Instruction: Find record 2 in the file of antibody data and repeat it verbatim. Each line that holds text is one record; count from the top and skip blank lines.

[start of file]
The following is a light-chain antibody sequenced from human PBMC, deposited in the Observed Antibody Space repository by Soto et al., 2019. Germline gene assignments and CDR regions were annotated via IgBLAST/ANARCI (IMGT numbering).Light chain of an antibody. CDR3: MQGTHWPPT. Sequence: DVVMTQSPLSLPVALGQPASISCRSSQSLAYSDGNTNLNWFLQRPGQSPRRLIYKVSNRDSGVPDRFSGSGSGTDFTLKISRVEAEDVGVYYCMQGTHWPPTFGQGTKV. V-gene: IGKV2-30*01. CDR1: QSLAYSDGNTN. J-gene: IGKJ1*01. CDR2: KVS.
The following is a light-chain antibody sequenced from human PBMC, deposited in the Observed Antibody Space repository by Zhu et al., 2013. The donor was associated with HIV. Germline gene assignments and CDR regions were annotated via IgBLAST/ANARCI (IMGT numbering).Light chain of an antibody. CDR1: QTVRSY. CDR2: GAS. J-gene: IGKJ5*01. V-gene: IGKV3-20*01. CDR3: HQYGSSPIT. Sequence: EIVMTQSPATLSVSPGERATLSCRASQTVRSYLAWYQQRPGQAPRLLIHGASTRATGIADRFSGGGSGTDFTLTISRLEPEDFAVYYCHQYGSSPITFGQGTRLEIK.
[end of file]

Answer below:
The following is a light-chain antibody sequenced from human PBMC, deposited in the Observed Antibody Space repository by Zhu et al., 2013. The donor was associated with HIV. Germline gene assignments and CDR regions were annotated via IgBLAST/ANARCI (IMGT numbering).Light chain of an antibody. CDR1: QTVRSY. CDR2: GAS. J-gene: IGKJ5*01. V-gene: IGKV3-20*01. CDR3: HQYGSSPIT. Sequence: EIVMTQSPATLSVSPGERATLSCRASQTVRSYLAWYQQRPGQAPRLLIHGASTRATGIADRFSGGGSGTDFTLTISRLEPEDFAVYYCHQYGSSPITFGQGTRLEIK.